23kg cobalt
    5kg aluminium

    So, call it 180kg.

    This 180kg of materials (plus the various overtly abundant stuff that goes into holding them together and cooling etc) acts as an energy carrier enabling approximately 300,000 miles of driving.

    Driving that same 300,000 miles, getting 40mpg, and using gasoline as the energy carrier would require 7,500 gallons (or around 26,500kg) of material.

    This is before any recycling is done.

    So, your reasoning in directly comparing the production of oil vs metals is absolutely absurd. It's not even close. I find it hard to imagine you even believe it yourself. I think you're relying on the emotional impact of two grossly dissimilar numbers to create a sense of fear.
    Sep 5 06:11 PM | 5 Likes Like |Link to Comment
  • Tesla's Crushing Battery Supply Constraints [View article]
    It would also only make sense if EV's worked by pouring in a slurry of battery metals which were subsequently burned to produce energy, with a similar massIn:energyOut ratio as for gasoline. Which is to say, makes absolutely no sense whatsoever.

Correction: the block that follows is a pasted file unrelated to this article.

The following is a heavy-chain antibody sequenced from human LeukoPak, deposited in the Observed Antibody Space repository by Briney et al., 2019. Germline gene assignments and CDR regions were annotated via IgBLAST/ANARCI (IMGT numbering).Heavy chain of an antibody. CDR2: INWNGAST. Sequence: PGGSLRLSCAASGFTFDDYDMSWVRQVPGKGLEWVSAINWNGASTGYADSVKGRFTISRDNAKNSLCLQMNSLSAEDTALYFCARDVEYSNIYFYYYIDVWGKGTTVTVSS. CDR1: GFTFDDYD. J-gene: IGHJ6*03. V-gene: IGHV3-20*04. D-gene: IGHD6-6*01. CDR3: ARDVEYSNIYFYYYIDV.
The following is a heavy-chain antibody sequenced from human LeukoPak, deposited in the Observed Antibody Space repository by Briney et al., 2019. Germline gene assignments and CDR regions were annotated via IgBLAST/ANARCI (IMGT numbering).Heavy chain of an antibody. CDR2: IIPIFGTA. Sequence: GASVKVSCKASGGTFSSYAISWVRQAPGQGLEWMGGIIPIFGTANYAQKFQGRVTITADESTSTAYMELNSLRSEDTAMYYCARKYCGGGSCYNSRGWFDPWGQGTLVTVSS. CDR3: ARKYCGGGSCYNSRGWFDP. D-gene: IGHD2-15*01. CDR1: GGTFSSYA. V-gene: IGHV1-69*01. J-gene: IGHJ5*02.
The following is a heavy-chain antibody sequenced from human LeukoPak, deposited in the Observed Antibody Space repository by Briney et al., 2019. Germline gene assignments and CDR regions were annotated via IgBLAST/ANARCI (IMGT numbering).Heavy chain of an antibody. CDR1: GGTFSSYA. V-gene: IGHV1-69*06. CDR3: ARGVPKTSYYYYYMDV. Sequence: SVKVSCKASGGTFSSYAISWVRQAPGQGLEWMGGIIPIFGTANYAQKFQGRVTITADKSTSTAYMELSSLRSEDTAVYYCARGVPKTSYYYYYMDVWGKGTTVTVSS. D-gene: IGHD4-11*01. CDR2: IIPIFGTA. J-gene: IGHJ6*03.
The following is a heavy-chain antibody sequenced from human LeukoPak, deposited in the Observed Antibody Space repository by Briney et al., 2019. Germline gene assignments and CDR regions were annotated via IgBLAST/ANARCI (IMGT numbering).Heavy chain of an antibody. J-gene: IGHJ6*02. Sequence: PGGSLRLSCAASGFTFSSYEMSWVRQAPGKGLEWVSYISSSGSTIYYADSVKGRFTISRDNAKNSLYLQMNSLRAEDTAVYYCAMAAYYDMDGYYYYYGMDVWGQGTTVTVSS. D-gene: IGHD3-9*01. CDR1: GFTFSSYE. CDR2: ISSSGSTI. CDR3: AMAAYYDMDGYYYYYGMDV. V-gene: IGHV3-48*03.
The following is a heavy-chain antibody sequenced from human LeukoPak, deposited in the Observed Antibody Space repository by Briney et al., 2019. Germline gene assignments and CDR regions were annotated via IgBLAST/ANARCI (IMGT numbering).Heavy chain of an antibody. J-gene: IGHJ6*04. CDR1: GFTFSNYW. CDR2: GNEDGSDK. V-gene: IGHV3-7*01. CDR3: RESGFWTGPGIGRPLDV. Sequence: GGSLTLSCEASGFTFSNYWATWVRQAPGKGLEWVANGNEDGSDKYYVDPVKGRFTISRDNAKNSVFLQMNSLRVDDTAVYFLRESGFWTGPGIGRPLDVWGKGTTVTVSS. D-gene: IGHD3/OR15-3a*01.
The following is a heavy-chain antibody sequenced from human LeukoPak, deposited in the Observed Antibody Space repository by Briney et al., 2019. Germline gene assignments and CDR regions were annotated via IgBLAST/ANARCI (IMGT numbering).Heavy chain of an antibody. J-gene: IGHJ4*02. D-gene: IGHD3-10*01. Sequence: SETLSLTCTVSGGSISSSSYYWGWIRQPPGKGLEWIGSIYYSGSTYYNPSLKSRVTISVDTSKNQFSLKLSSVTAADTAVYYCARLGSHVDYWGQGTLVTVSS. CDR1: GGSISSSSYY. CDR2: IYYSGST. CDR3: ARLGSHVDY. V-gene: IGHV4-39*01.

Good effort fighting the FUD, Dave! I'm not sure you got through, but you're obviously right.
    Sep 5 03:34 PM | 7 Likes Like |Link to Comment
  • 10 Clean Energy Stocks For 2013: Summer [View article]
    That's one way to look at it. Another is that Kandi closed a finance round that was followed by a 25% drop in share price. Tesla, on the other hand, closed a financing round that was followed by a 70% rise in share price. That tells you a bit about which action the market considered more prudent - and especially about how the process was managed and communicated.
    Sep 4 08:55 PM | 3 Likes Like |Link to Comment
  • 10 Clean Energy Stocks For 2013: Summer [View article]
    I, as a KNDI shareholder, was EXTREMELY unimpressed by the circumstances surrounding the capital raise. If it was necessary then Kandi grossly mislead shareholders with assurances that no such action was planned. If it was unnecessary then Kandi screwed shareholders by raising capital on terms that significantly depressed the share value.

    Kandi are executing, slowly. But their usually terrible communication appears to have slipped, in this case, into active misinformation.

    As for the numerous assurances around the *stock* from Kandi advocates - for example "there is no way the stock is returning to the $4 - $5 range with this volume and exposure"... words fail me.

    I've got the same approach as Tom. I think there's good short term potential for a positive movement catalysed by the car share deployments underway, but I don't trust management in the least... largely because the only recent definitive statement they've made to shareholders was shown to be false mere days later! Otherwise they just sit silent and we find out nothing.

    It's a Nasdaq listed company - it should not be necessary to trawl chinese language news bulletins to try to understand what they're doing.
    Sep 4 08:50 PM | 3 Likes Like |Link to Comment